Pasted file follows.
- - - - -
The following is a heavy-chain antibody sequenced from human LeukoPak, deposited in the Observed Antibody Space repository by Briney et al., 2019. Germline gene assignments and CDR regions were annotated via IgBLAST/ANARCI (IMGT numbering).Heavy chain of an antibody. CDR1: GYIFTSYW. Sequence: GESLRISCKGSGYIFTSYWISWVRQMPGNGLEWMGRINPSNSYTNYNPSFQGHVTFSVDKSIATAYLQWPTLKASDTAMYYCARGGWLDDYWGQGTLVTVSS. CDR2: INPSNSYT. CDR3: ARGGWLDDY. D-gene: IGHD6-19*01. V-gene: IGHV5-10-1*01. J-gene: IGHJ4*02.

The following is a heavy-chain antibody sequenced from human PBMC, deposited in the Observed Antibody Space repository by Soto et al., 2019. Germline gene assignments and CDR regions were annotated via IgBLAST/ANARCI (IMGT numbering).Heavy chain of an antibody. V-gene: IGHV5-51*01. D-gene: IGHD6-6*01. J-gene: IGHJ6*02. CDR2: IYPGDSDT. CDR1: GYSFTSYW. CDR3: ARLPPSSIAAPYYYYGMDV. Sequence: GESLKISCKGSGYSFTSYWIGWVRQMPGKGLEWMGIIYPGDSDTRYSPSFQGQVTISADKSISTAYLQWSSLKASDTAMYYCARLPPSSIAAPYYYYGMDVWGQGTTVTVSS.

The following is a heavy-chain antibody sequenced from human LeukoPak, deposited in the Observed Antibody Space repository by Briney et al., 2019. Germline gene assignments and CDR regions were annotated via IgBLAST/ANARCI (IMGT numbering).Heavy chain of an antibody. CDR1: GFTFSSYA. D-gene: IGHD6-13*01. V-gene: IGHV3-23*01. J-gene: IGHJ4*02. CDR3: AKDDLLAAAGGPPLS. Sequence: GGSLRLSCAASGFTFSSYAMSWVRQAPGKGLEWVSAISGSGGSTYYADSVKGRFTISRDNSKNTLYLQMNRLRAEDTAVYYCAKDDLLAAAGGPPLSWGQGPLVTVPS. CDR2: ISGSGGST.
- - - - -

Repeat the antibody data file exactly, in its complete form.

The following is a heavy-chain antibody sequenced from human LeukoPak, deposited in the Observed Antibody Space repository by Briney et al., 2019. Germline gene assignments and CDR regions were annotated via IgBLAST/ANARCI (IMGT numbering).Heavy chain of an antibody. CDR1: GYIFTSYW. Sequence: GESLRISCKGSGYIFTSYWISWVRQMPGNGLEWMGRINPSNSYTNYNPSFQGHVTFSVDKSIATAYLQWPTLKASDTAMYYCARGGWLDDYWGQGTLVTVSS. CDR2: INPSNSYT. CDR3: ARGGWLDDY. D-gene: IGHD6-19*01. V-gene: IGHV5-10-1*01. J-gene: IGHJ4*02.

The following is a heavy-chain antibody sequenced from human PBMC, deposited in the Observed Antibody Space repository by Soto et al., 2019. Germline gene assignments and CDR regions were annotated via IgBLAST/ANARCI (IMGT numbering).Heavy chain of an antibody. V-gene: IGHV5-51*01. D-gene: IGHD6-6*01. J-gene: IGHJ6*02. CDR2: IYPGDSDT. CDR1: GYSFTSYW. CDR3: ARLPPSSIAAPYYYYGMDV. Sequence: GESLKISCKGSGYSFTSYWIGWVRQMPGKGLEWMGIIYPGDSDTRYSPSFQGQVTISADKSISTAYLQWSSLKASDTAMYYCARLPPSSIAAPYYYYGMDVWGQGTTVTVSS.

The following is a heavy-chain antibody sequenced from human LeukoPak, deposited in the Observed Antibody Space repository by Briney et al., 2019. Germline gene assignments and CDR regions were annotated via IgBLAST/ANARCI (IMGT numbering).Heavy chain of an antibody. CDR1: GFTFSSYA. D-gene: IGHD6-13*01. V-gene: IGHV3-23*01. J-gene: IGHJ4*02. CDR3: AKDDLLAAAGGPPLS. Sequence: GGSLRLSCAASGFTFSSYAMSWVRQAPGKGLEWVSAISGSGGSTYYADSVKGRFTISRDNSKNTLYLQMNRLRAEDTAVYYCAKDDLLAAAGGPPLSWGQGPLVTVPS. CDR2: ISGSGGST.